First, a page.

Economic theory and economic reality don’t always match up perfectly.
While theories like trickle-down economics suggest corporate tax cuts will eventually benefit the rest of society, it’s hard to predict what other factors may help – or hinder – the flow of money from the highest earners to the lowest ones.
“It’s a very complex system and people need to think more about how the system works,” said David Chan Smith an associate professor of history at Wilfred Laurier University who focuses on business history. “(There) are variables.”
Trickle-down economics, also known as supply-side economics, states that if you stimulate the productive side of the economy by cutting taxes on corporations, you will create supply. Those companies should use the money they saved on taxes to invest in factories, produce more goods and services and create more jobs – which means the benefits given to the corporations will, over time, trickle down to the rest of society.
But that’s not always the case.
Here are three of the top misconceptions about trickle-down economics:
• If you invest in companies, they will invest in you. While the theory suggests that tax cuts increase economic growth, there is no guarantee that a corporation will take the money it saves on taxes and use it to create jobs. That company can just as easily choose to use the extra cash to pay dividends to its shareholders, or to increase its CEO’s salary. When the Trump administration brought in tax cuts in the U.S. at the end of 2017, for instance, several companies were open about the fact that they didn’t plan to use the money they saved on taxes to create jobs. How big an impact the possible stimulus has will also depend on whether a reduced corporate tax rate drives more outside investment into the country.
• What’s good for the wealthy is good for everyone. There’s also no way to know how any economic stimulus created by supply-side economics will be distributed. And while tax cuts may boost the economy, they can also increase deficits – which can sometimes be offset by cuts to social services predominately used by middle-class or lower-income earners. There’s also an argument that high-income earners spend less than lower-income individuals, opting instead to invest or save their money, so any plan that benefits the wealthy will actually be less stimulating to the economy.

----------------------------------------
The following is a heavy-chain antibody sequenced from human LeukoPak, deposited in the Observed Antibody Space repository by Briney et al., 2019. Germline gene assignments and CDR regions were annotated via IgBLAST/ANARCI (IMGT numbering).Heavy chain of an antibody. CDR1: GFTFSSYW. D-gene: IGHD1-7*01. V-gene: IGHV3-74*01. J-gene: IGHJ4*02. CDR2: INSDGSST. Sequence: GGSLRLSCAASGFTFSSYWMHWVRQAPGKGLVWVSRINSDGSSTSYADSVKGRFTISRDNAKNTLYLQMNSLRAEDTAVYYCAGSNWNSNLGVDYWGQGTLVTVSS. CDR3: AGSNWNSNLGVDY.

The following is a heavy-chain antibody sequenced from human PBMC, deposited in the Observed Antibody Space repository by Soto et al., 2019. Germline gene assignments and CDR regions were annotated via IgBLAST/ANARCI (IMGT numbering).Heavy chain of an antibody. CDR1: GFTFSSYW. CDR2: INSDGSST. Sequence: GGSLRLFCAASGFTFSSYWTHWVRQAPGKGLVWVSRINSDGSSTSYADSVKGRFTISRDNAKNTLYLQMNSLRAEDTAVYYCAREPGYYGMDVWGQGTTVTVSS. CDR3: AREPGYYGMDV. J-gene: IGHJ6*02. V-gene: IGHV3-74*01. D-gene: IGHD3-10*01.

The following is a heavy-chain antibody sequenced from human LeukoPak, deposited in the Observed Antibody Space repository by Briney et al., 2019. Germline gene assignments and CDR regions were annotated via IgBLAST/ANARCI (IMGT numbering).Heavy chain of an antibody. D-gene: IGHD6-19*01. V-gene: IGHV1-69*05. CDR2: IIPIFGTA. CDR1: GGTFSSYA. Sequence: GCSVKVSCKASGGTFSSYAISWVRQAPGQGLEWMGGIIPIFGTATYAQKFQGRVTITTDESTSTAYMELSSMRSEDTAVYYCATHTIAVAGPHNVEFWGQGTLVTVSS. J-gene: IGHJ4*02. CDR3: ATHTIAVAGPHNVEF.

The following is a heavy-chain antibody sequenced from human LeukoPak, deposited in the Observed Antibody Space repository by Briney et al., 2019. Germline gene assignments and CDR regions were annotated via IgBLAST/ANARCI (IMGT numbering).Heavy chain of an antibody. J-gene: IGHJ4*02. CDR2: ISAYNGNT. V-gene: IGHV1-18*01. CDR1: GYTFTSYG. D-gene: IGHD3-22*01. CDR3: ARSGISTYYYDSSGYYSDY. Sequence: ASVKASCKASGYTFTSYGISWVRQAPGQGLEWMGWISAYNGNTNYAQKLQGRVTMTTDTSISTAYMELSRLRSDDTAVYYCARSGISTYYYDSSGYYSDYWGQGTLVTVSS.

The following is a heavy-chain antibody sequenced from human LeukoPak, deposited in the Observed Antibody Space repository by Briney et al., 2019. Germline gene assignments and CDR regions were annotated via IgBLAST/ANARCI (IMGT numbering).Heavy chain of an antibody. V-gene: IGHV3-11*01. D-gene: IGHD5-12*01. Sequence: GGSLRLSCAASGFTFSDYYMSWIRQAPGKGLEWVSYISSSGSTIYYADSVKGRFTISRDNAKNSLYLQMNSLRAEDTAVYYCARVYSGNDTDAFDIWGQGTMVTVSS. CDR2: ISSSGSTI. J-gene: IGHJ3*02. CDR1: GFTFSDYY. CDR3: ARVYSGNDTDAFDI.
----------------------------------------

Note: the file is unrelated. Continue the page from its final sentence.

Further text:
• It worked for Reagan, so it can work again. Back in 1981, then-U.S. President Ronald Reagan made use of supply-side economics to tackle tax rates as high as 70 per cent, with policies that were widely considered to end the recession. He also increased government spending, however, while the U.S. Federal Reserve moved to slash interest rates – two factors that could also be credited for the recovery. Another former U.S. President, George W. Bush, toyed with trickle-down theory in an attempt to deal with the downturn that followed 9/11, but his 2001 and 2003 tax cuts didn’t produce a major economic expansion or prevent the 2008 financial crisis. More recently, the state of Kansas tried to implement massive tax cuts, which failed to spur economic growth because taxes weren’t as high in 2017 as they had been in the late 1970s.
Even in cases where there’s been clear empirical evidence of major growth in the U.S. economy as a result of tax cuts, such as during Reagan’s tenure, there have always been different possible explanations for it, noted Smith.
“Can you conclusively attribute it to trickle down/supply-side economics?”, he said. “People debate that.”